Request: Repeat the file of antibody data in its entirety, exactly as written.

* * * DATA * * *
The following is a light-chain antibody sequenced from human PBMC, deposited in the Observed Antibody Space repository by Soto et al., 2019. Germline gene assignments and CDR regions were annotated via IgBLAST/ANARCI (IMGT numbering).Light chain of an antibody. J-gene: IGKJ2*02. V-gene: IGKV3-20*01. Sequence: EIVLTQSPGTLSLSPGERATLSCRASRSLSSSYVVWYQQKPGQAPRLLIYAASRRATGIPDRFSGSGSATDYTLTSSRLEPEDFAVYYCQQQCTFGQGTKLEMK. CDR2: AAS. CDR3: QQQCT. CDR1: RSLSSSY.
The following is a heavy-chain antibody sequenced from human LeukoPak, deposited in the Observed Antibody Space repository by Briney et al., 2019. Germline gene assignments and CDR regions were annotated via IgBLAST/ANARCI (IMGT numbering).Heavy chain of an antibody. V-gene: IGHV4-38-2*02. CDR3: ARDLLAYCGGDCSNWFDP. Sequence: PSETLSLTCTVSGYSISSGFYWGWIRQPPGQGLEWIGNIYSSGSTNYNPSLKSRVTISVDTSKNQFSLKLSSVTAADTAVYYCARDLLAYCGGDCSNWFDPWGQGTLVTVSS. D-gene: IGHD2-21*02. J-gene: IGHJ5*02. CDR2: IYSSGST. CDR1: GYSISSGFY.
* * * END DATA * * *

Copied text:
The following is a light-chain antibody sequenced from human PBMC, deposited in the Observed Antibody Space repository by Soto et al., 2019. Germline gene assignments and CDR regions were annotated via IgBLAST/ANARCI (IMGT numbering).Light chain of an antibody. J-gene: IGKJ2*02. V-gene: IGKV3-20*01. Sequence: EIVLTQSPGTLSLSPGERATLSCRASRSLSSSYVVWYQQKPGQAPRLLIYAASRRATGIPDRFSGSGSATDYTLTSSRLEPEDFAVYYCQQQCTFGQGTKLEMK. CDR2: AAS. CDR3: QQQCT. CDR1: RSLSSSY.
The following is a heavy-chain antibody sequenced from human LeukoPak, deposited in the Observed Antibody Space repository by Briney et al., 2019. Germline gene assignments and CDR regions were annotated via IgBLAST/ANARCI (IMGT numbering).Heavy chain of an antibody. V-gene: IGHV4-38-2*02. CDR3: ARDLLAYCGGDCSNWFDP. Sequence: PSETLSLTCTVSGYSISSGFYWGWIRQPPGQGLEWIGNIYSSGSTNYNPSLKSRVTISVDTSKNQFSLKLSSVTAADTAVYYCARDLLAYCGGDCSNWFDPWGQGTLVTVSS. D-gene: IGHD2-21*02. J-gene: IGHJ5*02. CDR2: IYSSGST. CDR1: GYSISSGFY.